We are sending our one and only darling daughter off to Assumption College; move in day is August 25th and we are NOT ready! Yes, we have full confidence in our daughter being able to adjust to the increased independence and navigating her own college experience. She and her roommate have been coordinating communal room items; she’s wondering if she REALLY needs to pack clothes other than comfy sweats and the like; and she’s definitely hesitant about leaving behind her high school friends who have become family. But as her mother, I feel that she is ready to spread the wings that we have helped her to grow and she will shine in her new environment. Mom and dad may be a different story. So, what can we do to ensure this transition is smooth for everyone?
- Have a move-in plan. Make sure your child is sorting and packing their stuff in advance. Remember that their freshman dorm room is going to be TINY and will likely be shared by at least one other person. Do they really need to take all 40 pairs of jeans or 35 sweatshirts? So long as they are not going to college clear across the country, there will be opportunities (parents’ weekend, homecoming) for your children to get additional items from home.
- Run through a few laundry lessons. Many children today are already prepared and have been doing their own laundry for a while now, BUT if your child is inexperienced, now this the time! Teach them to sort by colors (even just lights and darks), to remove EVERYTHING from their pockets and that folding as soon as the dryer cycle ends means you can skip ironing! And then make sure they have a dirty laundry bag/hamper and detergent.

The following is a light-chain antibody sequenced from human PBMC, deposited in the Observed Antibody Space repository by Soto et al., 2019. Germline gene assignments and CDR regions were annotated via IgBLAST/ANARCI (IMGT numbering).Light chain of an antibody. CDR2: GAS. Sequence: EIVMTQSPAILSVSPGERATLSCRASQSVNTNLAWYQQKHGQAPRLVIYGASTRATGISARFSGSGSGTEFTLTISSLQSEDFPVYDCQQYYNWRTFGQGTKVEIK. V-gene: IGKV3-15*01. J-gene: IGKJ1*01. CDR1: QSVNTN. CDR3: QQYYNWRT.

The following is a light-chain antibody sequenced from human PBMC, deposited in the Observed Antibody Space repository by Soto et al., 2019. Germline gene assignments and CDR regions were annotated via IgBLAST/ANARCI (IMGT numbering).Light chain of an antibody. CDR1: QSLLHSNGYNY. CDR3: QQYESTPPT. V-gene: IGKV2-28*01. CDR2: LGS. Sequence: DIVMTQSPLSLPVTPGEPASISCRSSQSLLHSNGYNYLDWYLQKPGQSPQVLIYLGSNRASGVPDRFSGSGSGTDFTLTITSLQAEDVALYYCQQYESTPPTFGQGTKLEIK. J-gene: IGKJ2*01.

- Send them with simple tool and first aid kits. The tool kit need only be a hammer, screwdriver (one with both a flat and Philips head), duct tape, and a small tape measure. These will make dorm life a little easier when decorating or building that shelf unit they order from Ikea. The first aid kit may actually be needed during their attempt to build the shelf unit from Ikea!
- Help your child familiarize themselves with their new town/city. A quick Google search of their new “home” can show them where the closest pharmacy, pizza delivery store, best cab companies to get them downtown, etc. We are setting up our daughter with our CVS app that allows her to use CVS-Pay for all her purchases without having to worry (or spending her own money!); and she’s already on our family Uber account in case she wants to dash about Worcester.
- On the tech front, make sure your child has a backup drive for their lap top and that they set it up to automatically back-up regularly. Have your son/daughter investigate their campus’ availability of printers…the college may have so many, that one in their dorm room is unnecessary.
- Let your child lead this transition. This is their moment and it’s important that they know that not only do they control the transition, but that you fully support them. Yes, this may be the hardest letting go of your “baby”, but that’s why we’ve worked, worried and taught them for all these years. Let your child establish a call schedule, do NOT inundate them with calls and texts every day. They need to establish their own schedule, meet new people, figure out how to navigate their new world and they don’t need the added worry of telling you EVERYTHING every day. But make sure they understand that anytime they call, you will answer.
- Send them mail. While they may not want to talk to you every single day, getting a letter, postcard or package in the real mail will mean the world to them.
- Bring tissues. You may be able to hold all the tears back until you drive off campus, but they will come. Do not be ashamed, you worked really hard to get your baby through to adulthood and you deserve to shed a few happy/sad tears! And then go do something fun! Celebrate your child’s accomplishment with a great dinner or day trip.